ARCHIVED - Saving thyroid patients from unnecessary surgery
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September 01, 2011— Ottawa, Ontario
Nova Scotia researchers are hot on the trail of a diagnostic blood test for thyroid cancer, the most rapidly increasing form of cancer in Canada.
Thyroid cancer is the seventh most often diagnosed cancer in Canada and its incidence rate in women has increased almost five-fold over the past 20 years, due in part to better imaging techniques for diagnosis. The disease is most common in young women, occurring four times more often among women under age 50 than men.
This year, an estimated 5500 Canadians will be diagnosed with thyroid cancer, most of whom will be women. The most common treatment is surgical removal of the thyroid gland, yet up to 70 percent of removed tumours turn out to be benign, meaning that many patients lose their thyroid uncessarily.
The only way to determine whether a thyroid nodule is benign or malignant without removing the gland is with a fine needle aspirate. This involves inserting a needle into the nodule to extract tissue. “However, this biopsy is literally a hit or miss procedure,” says Dr. Devanand Pinto of the NRC Institute for Marine Biosciences in Halifax. “If the needle misses the nodule, the patient could have a false negative result. Even if the needle hits the nodule, it won’t necessarily extract the tissue necessary for a pathologist to make an accurate diagnosis, since cancer tissue is very heterogeneous.”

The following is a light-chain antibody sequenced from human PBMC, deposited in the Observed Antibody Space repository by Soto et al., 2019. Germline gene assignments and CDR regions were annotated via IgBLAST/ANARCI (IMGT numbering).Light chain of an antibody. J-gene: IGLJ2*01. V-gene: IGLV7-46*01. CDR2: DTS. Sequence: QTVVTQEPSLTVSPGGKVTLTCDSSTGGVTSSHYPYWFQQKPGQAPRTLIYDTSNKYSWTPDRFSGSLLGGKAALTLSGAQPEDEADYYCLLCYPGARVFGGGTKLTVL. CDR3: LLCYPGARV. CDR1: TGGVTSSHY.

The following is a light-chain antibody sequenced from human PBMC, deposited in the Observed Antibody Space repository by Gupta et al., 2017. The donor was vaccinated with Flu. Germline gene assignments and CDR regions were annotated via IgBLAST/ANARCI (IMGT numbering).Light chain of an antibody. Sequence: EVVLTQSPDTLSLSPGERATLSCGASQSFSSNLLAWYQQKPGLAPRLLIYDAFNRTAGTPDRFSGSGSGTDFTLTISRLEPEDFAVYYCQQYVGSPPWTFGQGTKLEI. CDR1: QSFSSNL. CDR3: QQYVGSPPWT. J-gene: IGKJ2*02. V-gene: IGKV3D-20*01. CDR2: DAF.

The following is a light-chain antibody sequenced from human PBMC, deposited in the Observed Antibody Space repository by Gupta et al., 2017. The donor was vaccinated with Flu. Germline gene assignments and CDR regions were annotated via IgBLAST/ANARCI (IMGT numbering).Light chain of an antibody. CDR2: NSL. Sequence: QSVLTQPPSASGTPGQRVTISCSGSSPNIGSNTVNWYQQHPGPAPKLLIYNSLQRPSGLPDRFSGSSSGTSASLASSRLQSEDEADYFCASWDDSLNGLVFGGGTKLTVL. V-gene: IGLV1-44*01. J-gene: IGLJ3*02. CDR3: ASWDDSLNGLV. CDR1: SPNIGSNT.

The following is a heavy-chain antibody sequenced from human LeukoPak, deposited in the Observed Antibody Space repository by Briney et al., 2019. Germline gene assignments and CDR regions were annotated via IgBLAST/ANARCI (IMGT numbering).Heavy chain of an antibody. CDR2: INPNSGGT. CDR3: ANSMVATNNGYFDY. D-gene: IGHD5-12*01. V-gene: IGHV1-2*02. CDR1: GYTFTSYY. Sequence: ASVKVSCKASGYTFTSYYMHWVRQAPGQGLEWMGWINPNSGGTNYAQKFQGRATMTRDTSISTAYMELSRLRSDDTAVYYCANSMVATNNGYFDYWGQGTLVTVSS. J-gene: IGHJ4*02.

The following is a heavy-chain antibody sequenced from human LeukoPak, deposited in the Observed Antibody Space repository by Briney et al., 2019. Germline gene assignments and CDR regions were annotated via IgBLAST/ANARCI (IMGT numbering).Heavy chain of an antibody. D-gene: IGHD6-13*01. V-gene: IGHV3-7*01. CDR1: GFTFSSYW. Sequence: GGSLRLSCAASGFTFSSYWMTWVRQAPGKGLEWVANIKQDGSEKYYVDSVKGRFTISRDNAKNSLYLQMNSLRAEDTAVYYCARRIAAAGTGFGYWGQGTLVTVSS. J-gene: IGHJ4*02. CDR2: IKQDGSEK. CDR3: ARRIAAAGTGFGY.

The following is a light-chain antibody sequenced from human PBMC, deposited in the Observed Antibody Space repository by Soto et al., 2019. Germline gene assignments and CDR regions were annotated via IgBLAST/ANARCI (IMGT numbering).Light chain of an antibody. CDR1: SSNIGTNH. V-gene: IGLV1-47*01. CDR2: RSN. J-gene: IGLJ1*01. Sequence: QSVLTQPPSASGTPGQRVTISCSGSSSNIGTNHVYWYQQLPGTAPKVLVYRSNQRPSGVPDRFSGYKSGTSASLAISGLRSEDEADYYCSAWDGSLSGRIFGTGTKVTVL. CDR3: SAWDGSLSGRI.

To improve the diagnosis of suspicious nodules and thereby avoid unnecessary surgeries, doctors at the Queen Elizabeth II Health Sciences Centre in Halifax asked NRC for help in establishing a tumour bank and identifying potential biomarkers for a blood test. So far, Dr. Pinto and his colleagues have analyzed tissue samples from about 100 patients.
Out of several hundred molecules, the research team has narrowed its focus to a handful of biomarker candidates. “We’re looking at lipids, proteins and microRNAs — very small RNA molecules that regulate protein production.” says Dr. Pinto. By 2013, the team hopes to begin validating potential biomarkers in a wider population of patients.
“We think that by looking at three different types of molecules — all of them involved in a similar process — we have a better chance of developing an accurate blood test for thyroid cancer than if we focused on just one set of molecules,” he says. “We’re very optimistic that our approach will succeed.”
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